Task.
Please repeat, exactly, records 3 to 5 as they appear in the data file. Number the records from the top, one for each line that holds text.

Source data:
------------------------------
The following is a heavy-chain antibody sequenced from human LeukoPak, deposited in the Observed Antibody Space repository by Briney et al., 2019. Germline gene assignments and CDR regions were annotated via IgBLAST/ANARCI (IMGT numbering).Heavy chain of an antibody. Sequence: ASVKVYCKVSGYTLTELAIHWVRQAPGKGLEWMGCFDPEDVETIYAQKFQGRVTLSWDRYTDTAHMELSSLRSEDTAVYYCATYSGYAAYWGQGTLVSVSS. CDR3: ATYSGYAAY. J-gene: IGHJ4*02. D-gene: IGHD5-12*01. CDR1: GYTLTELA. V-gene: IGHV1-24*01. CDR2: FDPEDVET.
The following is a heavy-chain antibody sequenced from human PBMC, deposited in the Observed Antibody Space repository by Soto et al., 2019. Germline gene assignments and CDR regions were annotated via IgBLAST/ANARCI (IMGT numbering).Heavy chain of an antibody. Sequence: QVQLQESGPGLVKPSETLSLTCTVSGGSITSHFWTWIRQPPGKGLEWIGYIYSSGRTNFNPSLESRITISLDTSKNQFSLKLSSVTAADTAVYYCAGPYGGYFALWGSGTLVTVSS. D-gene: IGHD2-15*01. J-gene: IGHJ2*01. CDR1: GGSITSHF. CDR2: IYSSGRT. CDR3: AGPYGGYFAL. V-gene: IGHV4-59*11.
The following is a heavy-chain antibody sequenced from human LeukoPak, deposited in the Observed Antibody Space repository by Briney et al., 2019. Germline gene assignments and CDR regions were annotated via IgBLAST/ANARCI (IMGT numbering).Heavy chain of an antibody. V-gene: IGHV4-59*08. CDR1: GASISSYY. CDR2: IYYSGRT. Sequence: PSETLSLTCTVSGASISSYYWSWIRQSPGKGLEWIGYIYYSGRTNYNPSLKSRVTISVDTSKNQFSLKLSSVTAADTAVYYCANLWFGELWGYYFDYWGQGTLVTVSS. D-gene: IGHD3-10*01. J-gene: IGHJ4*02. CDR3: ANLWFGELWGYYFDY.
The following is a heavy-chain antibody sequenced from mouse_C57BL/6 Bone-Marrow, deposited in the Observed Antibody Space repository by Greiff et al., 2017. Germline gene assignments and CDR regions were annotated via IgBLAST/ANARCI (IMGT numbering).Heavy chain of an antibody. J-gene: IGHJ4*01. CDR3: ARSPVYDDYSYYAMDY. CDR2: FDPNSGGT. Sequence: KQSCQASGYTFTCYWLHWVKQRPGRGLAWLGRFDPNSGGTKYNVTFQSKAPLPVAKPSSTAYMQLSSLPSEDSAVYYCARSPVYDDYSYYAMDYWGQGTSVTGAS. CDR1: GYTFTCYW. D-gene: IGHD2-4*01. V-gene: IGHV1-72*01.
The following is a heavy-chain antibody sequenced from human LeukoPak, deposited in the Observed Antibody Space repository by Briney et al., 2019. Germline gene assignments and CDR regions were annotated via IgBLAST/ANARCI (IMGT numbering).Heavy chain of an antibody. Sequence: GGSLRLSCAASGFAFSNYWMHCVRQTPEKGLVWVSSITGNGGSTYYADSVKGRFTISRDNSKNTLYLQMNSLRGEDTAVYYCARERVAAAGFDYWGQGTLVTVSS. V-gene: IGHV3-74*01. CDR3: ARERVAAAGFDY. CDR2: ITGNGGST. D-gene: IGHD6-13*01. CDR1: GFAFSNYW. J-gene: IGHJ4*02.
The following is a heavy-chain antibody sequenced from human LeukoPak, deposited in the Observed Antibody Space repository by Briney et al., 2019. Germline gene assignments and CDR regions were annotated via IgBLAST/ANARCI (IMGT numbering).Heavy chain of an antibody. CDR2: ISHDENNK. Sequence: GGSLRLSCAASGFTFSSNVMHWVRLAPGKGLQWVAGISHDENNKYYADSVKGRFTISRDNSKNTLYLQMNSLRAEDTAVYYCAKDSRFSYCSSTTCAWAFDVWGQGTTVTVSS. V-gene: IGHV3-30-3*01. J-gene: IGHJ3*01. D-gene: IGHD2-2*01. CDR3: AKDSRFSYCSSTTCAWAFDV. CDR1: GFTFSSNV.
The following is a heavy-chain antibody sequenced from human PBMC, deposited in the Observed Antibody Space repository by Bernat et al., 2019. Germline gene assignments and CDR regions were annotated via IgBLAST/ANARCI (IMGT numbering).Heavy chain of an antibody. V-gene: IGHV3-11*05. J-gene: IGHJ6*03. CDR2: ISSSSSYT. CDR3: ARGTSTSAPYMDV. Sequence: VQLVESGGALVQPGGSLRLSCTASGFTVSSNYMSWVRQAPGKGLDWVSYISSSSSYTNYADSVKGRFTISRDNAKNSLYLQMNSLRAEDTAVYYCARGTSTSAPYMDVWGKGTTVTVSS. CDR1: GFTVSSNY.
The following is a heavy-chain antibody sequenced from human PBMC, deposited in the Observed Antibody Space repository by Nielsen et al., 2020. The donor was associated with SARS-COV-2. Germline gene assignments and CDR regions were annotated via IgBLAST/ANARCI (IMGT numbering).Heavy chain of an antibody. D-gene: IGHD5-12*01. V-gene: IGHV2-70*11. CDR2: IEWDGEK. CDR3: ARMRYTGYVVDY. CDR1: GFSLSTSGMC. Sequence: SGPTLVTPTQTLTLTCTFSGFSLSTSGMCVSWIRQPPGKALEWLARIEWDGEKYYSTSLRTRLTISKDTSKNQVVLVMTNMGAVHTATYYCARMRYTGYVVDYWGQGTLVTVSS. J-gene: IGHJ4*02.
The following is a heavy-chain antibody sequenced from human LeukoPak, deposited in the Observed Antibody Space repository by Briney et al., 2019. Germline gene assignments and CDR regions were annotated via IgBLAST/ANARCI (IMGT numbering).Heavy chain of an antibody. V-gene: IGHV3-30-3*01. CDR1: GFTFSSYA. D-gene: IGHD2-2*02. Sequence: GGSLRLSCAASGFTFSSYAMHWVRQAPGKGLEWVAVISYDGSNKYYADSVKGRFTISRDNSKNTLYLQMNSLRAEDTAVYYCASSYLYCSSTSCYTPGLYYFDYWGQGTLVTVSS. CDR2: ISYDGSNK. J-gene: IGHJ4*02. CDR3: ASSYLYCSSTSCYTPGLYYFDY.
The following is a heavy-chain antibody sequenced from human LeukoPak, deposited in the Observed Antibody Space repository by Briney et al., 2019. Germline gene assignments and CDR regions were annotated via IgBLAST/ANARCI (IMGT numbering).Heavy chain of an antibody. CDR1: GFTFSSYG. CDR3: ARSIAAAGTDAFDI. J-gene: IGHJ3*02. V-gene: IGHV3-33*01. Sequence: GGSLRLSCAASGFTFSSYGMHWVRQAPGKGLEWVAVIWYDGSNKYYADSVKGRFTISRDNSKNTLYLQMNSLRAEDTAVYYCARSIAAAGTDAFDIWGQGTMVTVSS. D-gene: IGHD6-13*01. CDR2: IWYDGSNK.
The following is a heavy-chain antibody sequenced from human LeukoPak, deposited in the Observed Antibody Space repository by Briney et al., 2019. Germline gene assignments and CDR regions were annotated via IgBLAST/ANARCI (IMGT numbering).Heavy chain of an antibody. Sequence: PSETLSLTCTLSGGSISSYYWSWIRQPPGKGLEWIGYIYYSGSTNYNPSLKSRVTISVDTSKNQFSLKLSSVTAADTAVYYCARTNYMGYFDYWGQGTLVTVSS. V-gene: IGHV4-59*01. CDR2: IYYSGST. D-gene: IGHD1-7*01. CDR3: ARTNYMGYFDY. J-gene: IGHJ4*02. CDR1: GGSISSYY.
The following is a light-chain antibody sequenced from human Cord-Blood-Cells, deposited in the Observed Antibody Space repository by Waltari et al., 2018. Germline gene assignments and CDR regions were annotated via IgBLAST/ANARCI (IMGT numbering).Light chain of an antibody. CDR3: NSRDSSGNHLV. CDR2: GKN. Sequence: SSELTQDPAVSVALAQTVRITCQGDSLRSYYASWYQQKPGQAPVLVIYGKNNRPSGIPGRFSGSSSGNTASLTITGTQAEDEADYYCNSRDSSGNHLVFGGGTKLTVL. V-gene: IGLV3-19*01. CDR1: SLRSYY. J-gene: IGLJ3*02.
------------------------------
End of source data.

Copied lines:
The following is a heavy-chain antibody sequenced from human LeukoPak, deposited in the Observed Antibody Space repository by Briney et al., 2019. Germline gene assignments and CDR regions were annotated via IgBLAST/ANARCI (IMGT numbering).Heavy chain of an antibody. V-gene: IGHV4-59*08. CDR1: GASISSYY. CDR2: IYYSGRT. Sequence: PSETLSLTCTVSGASISSYYWSWIRQSPGKGLEWIGYIYYSGRTNYNPSLKSRVTISVDTSKNQFSLKLSSVTAADTAVYYCANLWFGELWGYYFDYWGQGTLVTVSS. D-gene: IGHD3-10*01. J-gene: IGHJ4*02. CDR3: ANLWFGELWGYYFDY.
The following is a heavy-chain antibody sequenced from mouse_C57BL/6 Bone-Marrow, deposited in the Observed Antibody Space repository by Greiff et al., 2017. Germline gene assignments and CDR regions were annotated via IgBLAST/ANARCI (IMGT numbering).Heavy chain of an antibody. J-gene: IGHJ4*01. CDR3: ARSPVYDDYSYYAMDY. CDR2: FDPNSGGT. Sequence: KQSCQASGYTFTCYWLHWVKQRPGRGLAWLGRFDPNSGGTKYNVTFQSKAPLPVAKPSSTAYMQLSSLPSEDSAVYYCARSPVYDDYSYYAMDYWGQGTSVTGAS. CDR1: GYTFTCYW. D-gene: IGHD2-4*01. V-gene: IGHV1-72*01.
The following is a heavy-chain antibody sequenced from human LeukoPak, deposited in the Observed Antibody Space repository by Briney et al., 2019. Germline gene assignments and CDR regions were annotated via IgBLAST/ANARCI (IMGT numbering).Heavy chain of an antibody. Sequence: GGSLRLSCAASGFAFSNYWMHCVRQTPEKGLVWVSSITGNGGSTYYADSVKGRFTISRDNSKNTLYLQMNSLRGEDTAVYYCARERVAAAGFDYWGQGTLVTVSS. V-gene: IGHV3-74*01. CDR3: ARERVAAAGFDY. CDR2: ITGNGGST. D-gene: IGHD6-13*01. CDR1: GFAFSNYW. J-gene: IGHJ4*02.